The following examples illustrate the best mode now contemplated for carrying out the invention.
Reaction conditions for the thermal cracking of ethane are: 1500°-1600° F, 20-50 psig, steam/ethane molar ratio of 0.1-0.7. Typical compositions of the effluent (excluding H2 O) from the thermal cracker in single-pass and extinction operation are shown in Table I.
TABLE I______________________________________Product Composition fromThermal Cracking of Ethane, Wt.% 75% Conversion Extinction Yield______________________________________H.sub.2 4.7 5.8CH.sub.4 5.1 7.2C.sub.2 H.sub.2 0.9 2.3C.sub.2 H.sub.4 57.1 79.8C.sub.2 H.sub.6 25.0 --C.sub.3 H.sub.6 1.8 2.0C.sub.3 H.sub.8 0 --C.sub.4 + 5.4 2.9______________________________________
Conditions for contacting the olefin-rich effluent from the thermal cracker with the special type of crystalline alumino-silicate zeolite described above are: 600°-1200° F, 0-200 psig, and 1-10 WHSV. Typical product distributions of the effluent from the M-2 Former when the thermal cracker is in single-pass and extinction operation are shown in Table II.
TABLE II______________________________________M-2 Former Product Distribution 75% Ethane Conversion Ethane Extinction______________________________________H.sub.2 + C.sub.1 + C.sub.2 36.3 15.0C.sub.3 + C.sub.4 26.0 35.5C.sub.5 + Gasoline 37.7 49.5______________________________________
Thus a yield of 85 lbs. of LPG and gasoline can be produced from 100 lbs of ethane.
Ethylene was subjected to three experiments involving conversion over a HZSM-5 type crystalline aluminosilicate catalyst at atmospheric pressure. Comparisons of yields and product distribution for low and high temperature operation, with and without zinc, were made. The results are summarized in Table III.
TABLE III__________________________________________________________________________ Ethylene Conversions Over HZSM-5 Catalysts Zn(0.4%) ExchangedCatalyst HZSM-5(B) Extrudate HZSM-5(B) Extrudate HZSM-5 (no binder)__________________________________________________________________________Process ConditionsTemp., ° F (max) 775 950 950Temp., ° F (av) 650 875 875WHSV 1.0 1.0 1.0C.sub.2 = Conv. 99 99 99Products lb/100 lb C.sub.2 =C.sub.1 + C.sub.2 (Fuel) 3 11 10C.sub.3 (LPG) 12 23 16iC.sub.4 15 9 5nC.sub.4 7.sup.(1) 5 3C.sub.5 + NA.sup.(4) 24.sup.(1) 5 1Arom. (Benzoid) 38.sup.(1) 45.sup.(2) 62.sup.(3)Naphthalenes, etc. 1.sup.(1) 2 3Aromatics Comp.,lb/100 lb C.sub.2 =BTX, total 16 35 57Benzene 1 4 12Toluene 6 16 30Xylenes 9 15 15Trimethylbz 3 4 2Tetramethylbz 1 2 1Total Ethylbz 18 4 2__________________________________________________________________________ .sup.(1) The combined fractions represent a 70 percent yield of 99 octane (R+O) gasoline product. .sup.(2) Dealkylation of this fraction yields 30 lbs. benzene/100 lbs. C.sub.2 =. .sup.(3) Dealkylation of this fraction yields 52 lbs. benzene/100 lbs. C.sub.2 =. .sup.(4) NA = non-aromatics.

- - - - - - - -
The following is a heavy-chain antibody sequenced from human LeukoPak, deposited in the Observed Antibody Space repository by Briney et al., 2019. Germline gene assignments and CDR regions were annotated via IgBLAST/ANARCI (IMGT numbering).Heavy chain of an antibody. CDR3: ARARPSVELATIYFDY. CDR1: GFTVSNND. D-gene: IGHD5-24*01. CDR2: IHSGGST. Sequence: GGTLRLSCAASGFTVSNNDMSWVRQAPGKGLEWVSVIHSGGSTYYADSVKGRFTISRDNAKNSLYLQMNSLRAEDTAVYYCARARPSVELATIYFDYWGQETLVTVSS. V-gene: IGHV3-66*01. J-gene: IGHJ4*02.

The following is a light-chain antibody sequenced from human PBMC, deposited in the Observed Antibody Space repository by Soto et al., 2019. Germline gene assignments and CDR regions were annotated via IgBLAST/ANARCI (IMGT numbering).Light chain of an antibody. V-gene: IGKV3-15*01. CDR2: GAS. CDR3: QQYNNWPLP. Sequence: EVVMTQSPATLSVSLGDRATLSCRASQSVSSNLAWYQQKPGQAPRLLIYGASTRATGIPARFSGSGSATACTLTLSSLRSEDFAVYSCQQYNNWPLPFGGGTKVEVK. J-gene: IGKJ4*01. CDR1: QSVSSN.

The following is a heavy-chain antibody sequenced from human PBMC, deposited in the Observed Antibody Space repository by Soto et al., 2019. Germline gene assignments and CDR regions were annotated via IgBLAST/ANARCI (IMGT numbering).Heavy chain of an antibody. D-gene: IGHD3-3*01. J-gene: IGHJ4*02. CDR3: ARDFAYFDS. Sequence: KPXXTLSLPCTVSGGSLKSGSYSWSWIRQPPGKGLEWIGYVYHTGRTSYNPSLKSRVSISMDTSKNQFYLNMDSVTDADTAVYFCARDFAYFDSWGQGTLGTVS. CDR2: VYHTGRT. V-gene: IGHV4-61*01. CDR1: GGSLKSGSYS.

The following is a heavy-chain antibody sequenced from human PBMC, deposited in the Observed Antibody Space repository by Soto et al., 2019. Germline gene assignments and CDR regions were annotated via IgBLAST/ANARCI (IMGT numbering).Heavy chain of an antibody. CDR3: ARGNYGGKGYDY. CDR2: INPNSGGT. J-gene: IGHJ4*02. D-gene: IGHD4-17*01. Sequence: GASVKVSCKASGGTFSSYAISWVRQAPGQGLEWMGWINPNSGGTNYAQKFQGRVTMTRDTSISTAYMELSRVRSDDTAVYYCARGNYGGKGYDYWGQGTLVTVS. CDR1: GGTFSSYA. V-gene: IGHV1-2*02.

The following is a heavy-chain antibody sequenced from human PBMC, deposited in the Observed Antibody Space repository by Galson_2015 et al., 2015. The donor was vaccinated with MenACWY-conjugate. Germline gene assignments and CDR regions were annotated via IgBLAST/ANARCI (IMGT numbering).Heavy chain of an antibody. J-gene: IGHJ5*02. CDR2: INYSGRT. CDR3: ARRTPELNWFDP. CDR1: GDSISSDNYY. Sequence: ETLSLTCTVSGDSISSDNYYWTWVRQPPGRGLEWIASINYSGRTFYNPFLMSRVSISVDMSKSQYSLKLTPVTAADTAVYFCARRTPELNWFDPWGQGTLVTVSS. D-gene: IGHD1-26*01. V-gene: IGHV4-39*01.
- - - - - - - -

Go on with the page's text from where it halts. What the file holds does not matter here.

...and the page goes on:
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|U.S. Classification||585/310, 208/67, 585/257, 585/416, 585/330, 208/70, 208/71, 585/700, 208/75, 585/415, 585/315, 585/322, 585/256|
|International Classification||C07C9/02, C07C2/00, C07C4/04, C07C15/00, C10G57/00|
|Cooperative Classification||C10G2400/30, C07C15/00, C07C4/04, C07C2/00, C07C9/02, C07C2529/06|
|European Classification||C07C4/04, C07C15/00, C07C9/02, C07C2/00|